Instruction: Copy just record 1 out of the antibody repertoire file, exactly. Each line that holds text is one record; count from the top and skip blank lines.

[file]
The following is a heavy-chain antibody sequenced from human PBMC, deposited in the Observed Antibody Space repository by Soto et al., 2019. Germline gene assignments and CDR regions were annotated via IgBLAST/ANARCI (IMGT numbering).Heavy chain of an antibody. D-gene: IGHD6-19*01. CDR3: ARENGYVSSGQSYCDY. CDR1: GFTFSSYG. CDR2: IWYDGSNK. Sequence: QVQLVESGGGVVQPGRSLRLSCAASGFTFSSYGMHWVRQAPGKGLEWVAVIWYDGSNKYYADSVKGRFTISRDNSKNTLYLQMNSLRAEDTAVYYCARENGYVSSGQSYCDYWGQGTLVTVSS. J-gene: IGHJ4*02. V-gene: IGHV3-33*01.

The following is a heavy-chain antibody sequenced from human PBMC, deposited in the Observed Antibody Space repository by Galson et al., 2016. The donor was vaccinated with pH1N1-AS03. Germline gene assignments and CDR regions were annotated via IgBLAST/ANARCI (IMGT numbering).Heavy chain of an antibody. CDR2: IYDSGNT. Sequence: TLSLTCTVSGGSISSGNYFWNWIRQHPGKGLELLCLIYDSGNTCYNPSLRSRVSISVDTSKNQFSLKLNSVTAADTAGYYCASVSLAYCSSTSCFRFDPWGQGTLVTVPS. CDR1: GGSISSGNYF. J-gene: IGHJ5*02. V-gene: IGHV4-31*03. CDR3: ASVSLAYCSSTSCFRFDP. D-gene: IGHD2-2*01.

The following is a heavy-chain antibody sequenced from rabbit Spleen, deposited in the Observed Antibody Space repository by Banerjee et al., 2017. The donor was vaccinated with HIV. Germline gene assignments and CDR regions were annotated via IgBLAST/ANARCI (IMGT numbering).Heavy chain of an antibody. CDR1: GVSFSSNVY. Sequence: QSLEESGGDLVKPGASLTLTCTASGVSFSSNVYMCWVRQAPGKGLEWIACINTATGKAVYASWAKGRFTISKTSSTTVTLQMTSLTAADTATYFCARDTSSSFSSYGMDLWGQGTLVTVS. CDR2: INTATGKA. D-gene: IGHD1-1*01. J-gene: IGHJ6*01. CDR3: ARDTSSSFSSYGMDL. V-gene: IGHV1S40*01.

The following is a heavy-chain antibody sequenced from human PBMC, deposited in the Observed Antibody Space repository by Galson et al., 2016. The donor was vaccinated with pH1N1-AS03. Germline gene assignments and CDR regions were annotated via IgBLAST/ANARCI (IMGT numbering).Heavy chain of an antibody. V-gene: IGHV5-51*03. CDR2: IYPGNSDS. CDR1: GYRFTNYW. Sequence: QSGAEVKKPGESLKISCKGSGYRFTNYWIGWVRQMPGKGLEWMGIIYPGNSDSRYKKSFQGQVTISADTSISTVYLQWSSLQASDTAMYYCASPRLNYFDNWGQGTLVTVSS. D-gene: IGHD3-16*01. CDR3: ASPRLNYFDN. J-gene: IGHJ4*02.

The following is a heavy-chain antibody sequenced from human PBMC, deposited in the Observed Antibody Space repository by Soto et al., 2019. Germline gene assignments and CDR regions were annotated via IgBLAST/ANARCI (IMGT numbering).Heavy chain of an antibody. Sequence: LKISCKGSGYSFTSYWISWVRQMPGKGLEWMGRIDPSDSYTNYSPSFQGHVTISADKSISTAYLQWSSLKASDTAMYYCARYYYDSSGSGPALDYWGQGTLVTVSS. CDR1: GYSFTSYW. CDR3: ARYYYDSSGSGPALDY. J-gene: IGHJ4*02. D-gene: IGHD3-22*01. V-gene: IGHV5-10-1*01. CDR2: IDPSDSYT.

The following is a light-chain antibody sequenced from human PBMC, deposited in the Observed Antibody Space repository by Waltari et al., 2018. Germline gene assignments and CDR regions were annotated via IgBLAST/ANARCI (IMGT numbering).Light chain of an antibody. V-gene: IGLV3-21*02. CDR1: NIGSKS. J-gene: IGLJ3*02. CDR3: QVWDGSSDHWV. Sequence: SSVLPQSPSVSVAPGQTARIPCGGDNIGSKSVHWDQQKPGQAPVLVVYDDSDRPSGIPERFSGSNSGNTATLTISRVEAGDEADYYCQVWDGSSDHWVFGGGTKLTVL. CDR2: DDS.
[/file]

The following is a heavy-chain antibody sequenced from human PBMC, deposited in the Observed Antibody Space repository by Soto et al., 2019. Germline gene assignments and CDR regions were annotated via IgBLAST/ANARCI (IMGT numbering).Heavy chain of an antibody. D-gene: IGHD6-19*01. CDR3: ARENGYVSSGQSYCDY. CDR1: GFTFSSYG. CDR2: IWYDGSNK. Sequence: QVQLVESGGGVVQPGRSLRLSCAASGFTFSSYGMHWVRQAPGKGLEWVAVIWYDGSNKYYADSVKGRFTISRDNSKNTLYLQMNSLRAEDTAVYYCARENGYVSSGQSYCDYWGQGTLVTVSS. J-gene: IGHJ4*02. V-gene: IGHV3-33*01.